Of late I have been revealing a little bit of what I think about when I do my drawings. I generally don't want to share too much because I'd like the viewer to have his/her own relationship with the piece. This is risk taking, because every individual brings to the viewing unique limitations alongside their insights.
I recently viewed a museum exhibition on Bonnard and was amazed at the simplicity of description I found on the informative labels. It was as if the curator wanted to discuss the most superficial of interpretations, and make mystery out of the obvious. Meanwhile, down underneath, was a subtle depth of consciousness that was aching to be described.
But maybe that deep stuff isn't describable. I am finding that we humans do not think the same, none of us. Obviously we have different abilities to think quickly and with wit, but aside from that we have different abilities to take in different kinds of content. This ability to take in information varies as we travel through life.
It is for this reason that I am interested to see how an artist's art changes as this person grows older. What kind of relevance can be found in the manner with which that the artist changes the art... or doesn't! I am skeptical about the inner meat of art that doesn't change over time. This feels like design more than art. On the other hand, design and art go hand in hand. I am thinking it is important to know what we are dealing with, and then appreciate what it is for what it is (once we know what it is)... until we change our perspective, which might be in one minute from now.
Therefore, I don't tell people much about what goes on in my head when I create art. It is always shifting... taking on new perspectives... as are the minds of the viewers.
Some of us seem to find answers more quickly than others. AC, above, appears to do very well at making his way through the sticky glue/muck/slung mud of life. Perhaps he knows that glue often combines with matter to create beauty; muck might be decay that can fertilize the new; mud is where seeds of poetry can be sewn.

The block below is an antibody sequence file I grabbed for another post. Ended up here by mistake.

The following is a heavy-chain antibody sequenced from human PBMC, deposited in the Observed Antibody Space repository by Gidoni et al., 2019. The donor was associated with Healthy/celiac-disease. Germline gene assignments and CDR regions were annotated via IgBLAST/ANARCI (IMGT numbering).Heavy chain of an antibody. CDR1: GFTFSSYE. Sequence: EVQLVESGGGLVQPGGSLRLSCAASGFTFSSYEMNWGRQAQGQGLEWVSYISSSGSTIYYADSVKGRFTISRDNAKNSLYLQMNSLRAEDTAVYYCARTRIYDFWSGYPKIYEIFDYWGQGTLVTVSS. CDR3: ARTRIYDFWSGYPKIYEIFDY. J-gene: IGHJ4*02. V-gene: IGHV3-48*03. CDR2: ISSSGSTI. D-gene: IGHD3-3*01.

When I was 20 I saw the work of Stephen De Staebler and didn't understand the questions, much less the answers in his work. Ten years later I saw his work again and was floored by my previous lack of connection to the humanity and sense of history expressed... not to mention the elegance of form, texture, and balance that is more often described.
Now I am older than a half century and I am realizing that I just now truly understand the relationship between Henry Moore and Gustav Klimt.
What a cheeky attitude life has of making me wait so long to really get it! And what a delightful hoot that I will continue to play this game of allusions/illusions on into the future!
Such a little drawing, above. Who is Chaz? Why have I drawn him so straight and tall and really quite simply? Does this drawing appear thin and light to you? Is there strength, even within the thinness? Why? What complexities of life go into making the shape of a sun person? Can we ever assume that we know the insides of anyone?
I met Chaz decades ago, at a younger time. So much has happened since, and yet, there he is, tall, solid, and full of a sun energy that beams out even onto those who are merely standing near him, not knowing him at all.
Humans are so complex. How can anyone be described with simplicity? I try to get at an essence of something with these drawings. Our lives do have story lines to follow. So here is Chaz, and the story of his resonance with thought and positive energy, some of which he controls, and some of which is his natural state of being.
I am a visual person who draws and paints about life, viewing the world from a variety of perspectives. Since I have one foot in civilization and one foot in nature, and my head isn't afraid of deep caverns or dizzying heights, I end up in some pretty interesting places. ~ ~ ~
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I have two blogs. Toldileigh.blogspot.com muses about the world through the lens of my art mind. The second blog, Maybeperhapsifyouwill.blogspot.com, is a bunch of nonsense I create by harvesting characters from my artwork and giving them dialogues.
All art/writings in blogs copyright Leigh Toldi unless otherwise specified.